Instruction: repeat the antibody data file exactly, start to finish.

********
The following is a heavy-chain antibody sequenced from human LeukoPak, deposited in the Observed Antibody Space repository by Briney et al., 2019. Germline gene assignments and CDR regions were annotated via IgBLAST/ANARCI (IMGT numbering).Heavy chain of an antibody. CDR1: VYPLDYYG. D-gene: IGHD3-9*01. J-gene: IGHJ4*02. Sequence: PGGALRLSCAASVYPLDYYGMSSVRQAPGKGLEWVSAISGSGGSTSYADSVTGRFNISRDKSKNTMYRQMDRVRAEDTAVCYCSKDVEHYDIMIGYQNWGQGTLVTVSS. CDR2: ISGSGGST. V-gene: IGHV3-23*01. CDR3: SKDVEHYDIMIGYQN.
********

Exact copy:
The following is a heavy-chain antibody sequenced from human LeukoPak, deposited in the Observed Antibody Space repository by Briney et al., 2019. Germline gene assignments and CDR regions were annotated via IgBLAST/ANARCI (IMGT numbering).Heavy chain of an antibody. CDR1: VYPLDYYG. D-gene: IGHD3-9*01. J-gene: IGHJ4*02. Sequence: PGGALRLSCAASVYPLDYYGMSSVRQAPGKGLEWVSAISGSGGSTSYADSVTGRFNISRDKSKNTMYRQMDRVRAEDTAVCYCSKDVEHYDIMIGYQNWGQGTLVTVSS. CDR2: ISGSGGST. V-gene: IGHV3-23*01. CDR3: SKDVEHYDIMIGYQN.